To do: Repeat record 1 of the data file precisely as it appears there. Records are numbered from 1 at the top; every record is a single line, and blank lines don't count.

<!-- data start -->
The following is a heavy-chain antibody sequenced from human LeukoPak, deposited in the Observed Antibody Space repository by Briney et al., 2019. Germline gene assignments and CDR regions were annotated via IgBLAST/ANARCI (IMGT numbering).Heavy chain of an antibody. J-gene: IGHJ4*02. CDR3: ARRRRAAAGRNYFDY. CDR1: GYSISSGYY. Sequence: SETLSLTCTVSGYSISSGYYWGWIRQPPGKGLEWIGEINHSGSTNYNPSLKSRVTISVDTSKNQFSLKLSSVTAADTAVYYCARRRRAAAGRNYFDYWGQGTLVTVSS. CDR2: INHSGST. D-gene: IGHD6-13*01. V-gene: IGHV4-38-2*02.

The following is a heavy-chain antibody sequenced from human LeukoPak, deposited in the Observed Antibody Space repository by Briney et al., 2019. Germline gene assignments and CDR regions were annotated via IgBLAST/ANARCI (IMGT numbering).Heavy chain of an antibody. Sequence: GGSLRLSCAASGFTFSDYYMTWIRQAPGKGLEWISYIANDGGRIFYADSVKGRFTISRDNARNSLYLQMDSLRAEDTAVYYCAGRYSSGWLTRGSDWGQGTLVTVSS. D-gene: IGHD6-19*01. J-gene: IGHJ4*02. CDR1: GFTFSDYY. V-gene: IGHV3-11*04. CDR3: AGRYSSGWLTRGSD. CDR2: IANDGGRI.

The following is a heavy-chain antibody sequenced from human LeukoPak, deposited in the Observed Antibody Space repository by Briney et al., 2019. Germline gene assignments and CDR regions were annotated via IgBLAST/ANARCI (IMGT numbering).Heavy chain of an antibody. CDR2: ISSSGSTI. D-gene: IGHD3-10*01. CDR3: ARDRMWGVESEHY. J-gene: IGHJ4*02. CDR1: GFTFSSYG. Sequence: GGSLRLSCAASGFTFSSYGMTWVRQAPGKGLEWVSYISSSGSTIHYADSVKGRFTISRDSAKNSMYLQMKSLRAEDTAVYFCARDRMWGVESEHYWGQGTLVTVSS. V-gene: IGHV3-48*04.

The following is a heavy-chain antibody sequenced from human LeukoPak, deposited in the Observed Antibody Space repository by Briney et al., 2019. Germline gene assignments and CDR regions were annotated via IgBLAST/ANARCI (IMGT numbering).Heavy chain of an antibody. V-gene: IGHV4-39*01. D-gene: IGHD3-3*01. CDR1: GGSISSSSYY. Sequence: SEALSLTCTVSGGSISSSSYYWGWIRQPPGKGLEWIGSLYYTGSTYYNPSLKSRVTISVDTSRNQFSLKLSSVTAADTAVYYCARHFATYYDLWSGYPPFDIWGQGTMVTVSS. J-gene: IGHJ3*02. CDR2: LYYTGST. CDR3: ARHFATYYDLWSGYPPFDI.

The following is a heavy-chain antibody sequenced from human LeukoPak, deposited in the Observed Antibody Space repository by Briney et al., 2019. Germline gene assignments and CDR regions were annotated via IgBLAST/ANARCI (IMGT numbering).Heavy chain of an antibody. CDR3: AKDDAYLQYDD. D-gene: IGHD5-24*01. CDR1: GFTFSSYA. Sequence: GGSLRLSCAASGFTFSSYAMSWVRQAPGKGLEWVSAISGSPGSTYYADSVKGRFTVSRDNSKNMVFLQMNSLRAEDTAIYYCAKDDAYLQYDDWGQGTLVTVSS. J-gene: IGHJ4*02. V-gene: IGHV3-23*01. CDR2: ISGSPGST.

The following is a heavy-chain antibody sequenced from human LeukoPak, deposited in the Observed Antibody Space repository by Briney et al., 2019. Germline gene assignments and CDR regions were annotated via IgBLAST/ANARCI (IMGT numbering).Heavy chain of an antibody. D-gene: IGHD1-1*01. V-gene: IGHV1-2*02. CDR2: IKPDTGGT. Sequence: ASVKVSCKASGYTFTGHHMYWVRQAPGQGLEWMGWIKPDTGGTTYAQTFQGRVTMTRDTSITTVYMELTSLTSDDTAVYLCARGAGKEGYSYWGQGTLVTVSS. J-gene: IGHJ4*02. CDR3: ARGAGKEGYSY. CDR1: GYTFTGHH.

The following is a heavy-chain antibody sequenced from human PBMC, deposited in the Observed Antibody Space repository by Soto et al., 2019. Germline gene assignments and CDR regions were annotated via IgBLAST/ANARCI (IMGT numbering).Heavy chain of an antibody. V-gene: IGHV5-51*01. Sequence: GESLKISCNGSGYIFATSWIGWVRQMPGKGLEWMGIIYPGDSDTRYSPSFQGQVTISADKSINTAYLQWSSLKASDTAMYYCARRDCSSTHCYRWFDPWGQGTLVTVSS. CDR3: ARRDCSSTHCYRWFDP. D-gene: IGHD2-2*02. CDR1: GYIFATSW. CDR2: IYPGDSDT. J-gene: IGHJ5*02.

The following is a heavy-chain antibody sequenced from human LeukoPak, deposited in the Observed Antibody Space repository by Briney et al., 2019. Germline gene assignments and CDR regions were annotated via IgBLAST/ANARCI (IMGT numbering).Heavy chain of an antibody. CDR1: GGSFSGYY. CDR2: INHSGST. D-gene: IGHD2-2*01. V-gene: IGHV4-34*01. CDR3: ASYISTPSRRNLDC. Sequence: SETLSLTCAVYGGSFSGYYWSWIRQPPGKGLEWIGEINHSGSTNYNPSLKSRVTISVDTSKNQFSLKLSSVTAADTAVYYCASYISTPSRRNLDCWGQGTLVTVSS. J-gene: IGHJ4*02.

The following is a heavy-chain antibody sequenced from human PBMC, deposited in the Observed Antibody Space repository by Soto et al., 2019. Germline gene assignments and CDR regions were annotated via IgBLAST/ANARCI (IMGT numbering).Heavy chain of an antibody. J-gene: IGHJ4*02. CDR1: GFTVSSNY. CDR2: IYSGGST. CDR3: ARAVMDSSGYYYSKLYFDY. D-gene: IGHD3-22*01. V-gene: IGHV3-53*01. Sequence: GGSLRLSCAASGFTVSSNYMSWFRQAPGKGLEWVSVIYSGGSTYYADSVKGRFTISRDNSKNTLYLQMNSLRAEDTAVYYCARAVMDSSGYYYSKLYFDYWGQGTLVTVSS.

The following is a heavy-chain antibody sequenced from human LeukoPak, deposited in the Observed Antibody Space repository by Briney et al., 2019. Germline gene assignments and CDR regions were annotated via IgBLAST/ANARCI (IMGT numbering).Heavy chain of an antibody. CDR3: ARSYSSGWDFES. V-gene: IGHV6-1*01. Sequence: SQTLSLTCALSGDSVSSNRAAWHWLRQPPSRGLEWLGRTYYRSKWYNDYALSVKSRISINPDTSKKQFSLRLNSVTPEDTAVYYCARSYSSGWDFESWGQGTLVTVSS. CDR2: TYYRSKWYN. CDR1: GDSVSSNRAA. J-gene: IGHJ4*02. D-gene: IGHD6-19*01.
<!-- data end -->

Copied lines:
The following is a heavy-chain antibody sequenced from human LeukoPak, deposited in the Observed Antibody Space repository by Briney et al., 2019. Germline gene assignments and CDR regions were annotated via IgBLAST/ANARCI (IMGT numbering).Heavy chain of an antibody. J-gene: IGHJ4*02. CDR3: ARRRRAAAGRNYFDY. CDR1: GYSISSGYY. Sequence: SETLSLTCTVSGYSISSGYYWGWIRQPPGKGLEWIGEINHSGSTNYNPSLKSRVTISVDTSKNQFSLKLSSVTAADTAVYYCARRRRAAAGRNYFDYWGQGTLVTVSS. CDR2: INHSGST. D-gene: IGHD6-13*01. V-gene: IGHV4-38-2*02.